Google Cloud has added another telco to its customer roster with the addition of Canadian service provider Telus. Google Cloud announced on Tuesday that it has signed a 10-year collaboration deal to help fuel Telus' internal digital transformation while also jointly developing new products and services.
As part of the partnership, Telus will accelerate its public cloud adoption on Google Cloud’s enterprise platform to drive greater operational efficiency across its core IT and network infrastructure. Google Cloud will also become one of Telus' partners in the delivery of 5G services and Multi-Access Edge Computing (MEC), which uses Google Cloud’s managed application platform, Anthos.
Last year Google Cloud announced its telecommunications strategy that included its Anthos for Telecom, which is a platform for delivering workloads to the network edge on Google Cloud. Anthos is an open hybrid and multi-cloud application platform that offers telecommunications companies the flexibility to modernize existing applications, build new ones and securely run them on-premises and across multiple clouds.
Google Cloud has combined Anthos, artificial intelligence (AI), and machine learning (ML) with its global edge network and its telco partners’ networks to tie 5G into the cloud.
Telus will also leverage Google Cloud Contact Center AI to improve its customer interactions and cut costs. Google Cloud said Telus would also benefit from enhanced agility, scalability and reliability across its wireless and wireline services and various lines of its business including security, agriculture and healthcare.
The two companies said they would work together on new industry solutions and go-to market strategies across communications technology, healthcare, agriculture, security and automation. One of the key areas of focus includes redefining how healthcare and agriculture solutions are delivered. That effort will include providing consumers with fresher and healthier food by improving traceability, and enabling business customers to streamline their IT and network operations.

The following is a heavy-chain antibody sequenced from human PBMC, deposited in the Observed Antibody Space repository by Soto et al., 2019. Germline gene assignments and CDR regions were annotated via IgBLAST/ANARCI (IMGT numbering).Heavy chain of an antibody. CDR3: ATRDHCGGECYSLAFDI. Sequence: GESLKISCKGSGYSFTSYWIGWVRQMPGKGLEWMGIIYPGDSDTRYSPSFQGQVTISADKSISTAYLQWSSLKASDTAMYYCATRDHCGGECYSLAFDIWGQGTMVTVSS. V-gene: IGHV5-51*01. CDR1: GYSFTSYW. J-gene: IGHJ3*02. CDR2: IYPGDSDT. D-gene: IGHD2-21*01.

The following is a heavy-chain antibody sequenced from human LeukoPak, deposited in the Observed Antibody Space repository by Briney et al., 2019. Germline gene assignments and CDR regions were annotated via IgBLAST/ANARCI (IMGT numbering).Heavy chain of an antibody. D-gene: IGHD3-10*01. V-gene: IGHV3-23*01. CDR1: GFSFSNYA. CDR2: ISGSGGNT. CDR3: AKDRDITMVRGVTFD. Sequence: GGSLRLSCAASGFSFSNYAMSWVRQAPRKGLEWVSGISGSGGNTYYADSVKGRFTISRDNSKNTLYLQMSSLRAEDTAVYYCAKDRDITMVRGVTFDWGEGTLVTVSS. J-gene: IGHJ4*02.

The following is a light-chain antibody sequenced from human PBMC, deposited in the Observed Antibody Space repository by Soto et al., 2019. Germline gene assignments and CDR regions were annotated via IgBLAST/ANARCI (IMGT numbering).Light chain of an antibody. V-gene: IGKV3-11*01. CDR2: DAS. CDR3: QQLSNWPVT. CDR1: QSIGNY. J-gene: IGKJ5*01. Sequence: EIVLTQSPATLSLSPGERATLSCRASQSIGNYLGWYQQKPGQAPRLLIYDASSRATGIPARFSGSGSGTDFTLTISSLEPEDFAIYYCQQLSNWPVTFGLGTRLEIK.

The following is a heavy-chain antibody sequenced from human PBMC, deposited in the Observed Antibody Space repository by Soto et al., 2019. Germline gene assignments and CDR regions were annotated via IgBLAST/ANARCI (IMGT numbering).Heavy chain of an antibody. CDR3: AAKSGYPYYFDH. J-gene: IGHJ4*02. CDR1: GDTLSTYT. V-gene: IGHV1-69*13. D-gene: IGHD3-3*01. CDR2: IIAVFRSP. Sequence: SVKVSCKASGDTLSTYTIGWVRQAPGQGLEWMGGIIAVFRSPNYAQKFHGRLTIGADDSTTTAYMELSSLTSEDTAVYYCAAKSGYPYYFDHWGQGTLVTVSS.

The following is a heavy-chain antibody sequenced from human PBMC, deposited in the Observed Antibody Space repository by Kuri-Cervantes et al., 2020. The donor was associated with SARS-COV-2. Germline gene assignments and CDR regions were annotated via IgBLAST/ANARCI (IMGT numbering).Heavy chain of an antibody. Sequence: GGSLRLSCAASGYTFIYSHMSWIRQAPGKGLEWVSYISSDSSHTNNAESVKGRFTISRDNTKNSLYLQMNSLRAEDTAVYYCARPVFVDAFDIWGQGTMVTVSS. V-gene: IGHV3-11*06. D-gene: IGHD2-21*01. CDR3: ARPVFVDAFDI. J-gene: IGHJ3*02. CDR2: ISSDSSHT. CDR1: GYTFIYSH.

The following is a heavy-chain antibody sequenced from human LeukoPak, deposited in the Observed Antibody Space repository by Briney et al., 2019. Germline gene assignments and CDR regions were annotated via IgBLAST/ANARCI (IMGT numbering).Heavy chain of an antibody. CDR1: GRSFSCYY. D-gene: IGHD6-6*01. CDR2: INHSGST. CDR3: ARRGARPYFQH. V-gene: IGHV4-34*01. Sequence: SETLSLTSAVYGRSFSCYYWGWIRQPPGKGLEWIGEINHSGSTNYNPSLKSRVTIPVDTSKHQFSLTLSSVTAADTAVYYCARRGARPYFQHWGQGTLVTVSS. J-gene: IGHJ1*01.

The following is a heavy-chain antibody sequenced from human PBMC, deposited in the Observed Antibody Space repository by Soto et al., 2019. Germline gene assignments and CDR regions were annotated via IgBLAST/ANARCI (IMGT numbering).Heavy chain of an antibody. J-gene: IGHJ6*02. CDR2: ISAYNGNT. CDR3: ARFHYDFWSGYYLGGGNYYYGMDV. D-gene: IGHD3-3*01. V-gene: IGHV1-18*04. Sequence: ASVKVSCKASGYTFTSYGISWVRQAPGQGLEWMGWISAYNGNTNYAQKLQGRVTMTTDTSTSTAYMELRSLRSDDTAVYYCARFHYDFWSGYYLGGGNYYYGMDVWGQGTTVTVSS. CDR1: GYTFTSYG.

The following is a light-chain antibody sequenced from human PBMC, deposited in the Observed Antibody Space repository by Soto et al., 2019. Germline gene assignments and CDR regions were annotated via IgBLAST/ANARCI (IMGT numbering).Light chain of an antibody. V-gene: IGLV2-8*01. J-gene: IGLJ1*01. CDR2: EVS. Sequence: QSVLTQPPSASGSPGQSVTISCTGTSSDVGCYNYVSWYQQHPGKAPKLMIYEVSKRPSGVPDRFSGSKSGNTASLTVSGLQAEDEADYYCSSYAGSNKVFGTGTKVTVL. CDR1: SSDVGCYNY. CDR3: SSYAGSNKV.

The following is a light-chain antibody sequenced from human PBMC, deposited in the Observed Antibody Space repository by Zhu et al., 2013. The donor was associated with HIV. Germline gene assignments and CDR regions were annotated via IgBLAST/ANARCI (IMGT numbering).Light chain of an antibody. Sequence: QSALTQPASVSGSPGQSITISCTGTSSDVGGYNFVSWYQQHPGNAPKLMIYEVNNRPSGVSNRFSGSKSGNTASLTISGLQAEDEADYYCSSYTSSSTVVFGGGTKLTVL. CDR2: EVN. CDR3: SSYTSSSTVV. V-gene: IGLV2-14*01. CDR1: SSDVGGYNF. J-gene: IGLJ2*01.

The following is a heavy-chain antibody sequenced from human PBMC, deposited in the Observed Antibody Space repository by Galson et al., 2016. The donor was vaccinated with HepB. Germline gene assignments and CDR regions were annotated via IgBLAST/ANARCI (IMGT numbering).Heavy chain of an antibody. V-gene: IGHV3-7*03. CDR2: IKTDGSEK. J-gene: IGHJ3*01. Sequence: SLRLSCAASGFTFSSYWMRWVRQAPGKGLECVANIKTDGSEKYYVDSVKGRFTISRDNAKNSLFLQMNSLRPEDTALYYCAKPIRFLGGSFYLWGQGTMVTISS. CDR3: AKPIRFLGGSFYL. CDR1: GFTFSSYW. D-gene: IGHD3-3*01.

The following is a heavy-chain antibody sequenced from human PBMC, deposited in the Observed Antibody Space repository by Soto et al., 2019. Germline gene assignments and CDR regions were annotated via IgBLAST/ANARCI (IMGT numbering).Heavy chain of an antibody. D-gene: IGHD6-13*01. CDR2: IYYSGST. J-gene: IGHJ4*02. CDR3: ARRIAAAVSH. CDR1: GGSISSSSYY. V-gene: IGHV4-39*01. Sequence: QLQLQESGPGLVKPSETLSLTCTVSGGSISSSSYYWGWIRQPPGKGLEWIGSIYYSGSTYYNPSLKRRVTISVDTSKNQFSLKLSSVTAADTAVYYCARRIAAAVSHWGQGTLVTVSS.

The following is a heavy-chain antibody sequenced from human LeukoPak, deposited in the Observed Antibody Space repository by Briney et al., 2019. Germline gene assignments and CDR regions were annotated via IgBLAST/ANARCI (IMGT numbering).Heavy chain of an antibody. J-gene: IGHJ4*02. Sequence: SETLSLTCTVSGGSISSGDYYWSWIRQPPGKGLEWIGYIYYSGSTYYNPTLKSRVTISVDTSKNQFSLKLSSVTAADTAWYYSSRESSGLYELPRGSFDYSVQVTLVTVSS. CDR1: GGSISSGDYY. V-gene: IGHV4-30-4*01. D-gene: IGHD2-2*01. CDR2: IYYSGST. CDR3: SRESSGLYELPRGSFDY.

Both companies will also collaborate on "the evolution of entertainment and smart home technology, bringing state-of-the-art connectivity, control, and convenience to more families and businesses."
Telus and Google Cloud will prioritize working together to improve the social, economic, environmental, and health outcomes of Canadians, which includes Google Cloud working with Telus on reducing its carbon footprint. They will also collaborate on creating value across the entire supply chain for businesses that have been impacted by COVID-19, and optimize industry solutions for social impact through data analytics and machine learning.
“This announcement represents an important milestone in our longstanding growth strategy, reflecting our team’s unwavering commitment to innovation as we accelerate our digital transformation journey,” said Telus CEO and President Darren Entwistle, in a statement. “Our strategic partnership with Google will propel our digital leadership across the communications technology, healthcare and agriculture sectors, whilst amplifying our Customers First priority, redefining how service is delivered in Canada and globally.
"As world leaders in social capitalism, our organizations will leverage the potency of our technology to create meaningful human and social outcomes, as we continue to build stronger, healthier and more sustainable communities.”
Google Cloud also has deals in place with Orange, AT&T and Telefónica, among others, to develop 5G services and applications using edge compute. Google Cloud is competing for telco customers against Microsoft Azure, Amazon Web Services, IBM and Oracle.
After reporting the cost and operating profit of Google Cloud for the first time last week, Google Cloud's revenue grew 47% year-over-year to $3.84 billion. Google Cloud, which is comprised of Google Cloud Platform and Google Workspace, posted operating losses of $1.24 billion in the fourth quarter compared to losses of $1.19 billion in the same quarter a year ago.
Google's cloud segment had revenues of $13.06 billion last year and an operating loss of $5.61 billion. On the earnings call, Alphabet and Google CEO Sundar Pichai said Google Cloud Platform's growth was "meaningfully above the growth rate for cloud overall."